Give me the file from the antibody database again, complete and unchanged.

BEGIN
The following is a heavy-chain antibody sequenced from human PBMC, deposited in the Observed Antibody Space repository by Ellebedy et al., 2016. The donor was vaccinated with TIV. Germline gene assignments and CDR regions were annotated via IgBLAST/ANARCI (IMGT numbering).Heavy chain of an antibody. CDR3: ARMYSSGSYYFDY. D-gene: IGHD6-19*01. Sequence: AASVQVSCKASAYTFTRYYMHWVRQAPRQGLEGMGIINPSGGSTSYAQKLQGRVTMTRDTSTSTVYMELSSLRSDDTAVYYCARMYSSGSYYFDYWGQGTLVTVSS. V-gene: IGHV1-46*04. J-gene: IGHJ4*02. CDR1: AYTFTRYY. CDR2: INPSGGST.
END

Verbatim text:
The following is a heavy-chain antibody sequenced from human PBMC, deposited in the Observed Antibody Space repository by Ellebedy et al., 2016. The donor was vaccinated with TIV. Germline gene assignments and CDR regions were annotated via IgBLAST/ANARCI (IMGT numbering).Heavy chain of an antibody. CDR3: ARMYSSGSYYFDY. D-gene: IGHD6-19*01. Sequence: AASVQVSCKASAYTFTRYYMHWVRQAPRQGLEGMGIINPSGGSTSYAQKLQGRVTMTRDTSTSTVYMELSSLRSDDTAVYYCARMYSSGSYYFDYWGQGTLVTVSS. V-gene: IGHV1-46*04. J-gene: IGHJ4*02. CDR1: AYTFTRYY. CDR2: INPSGGST.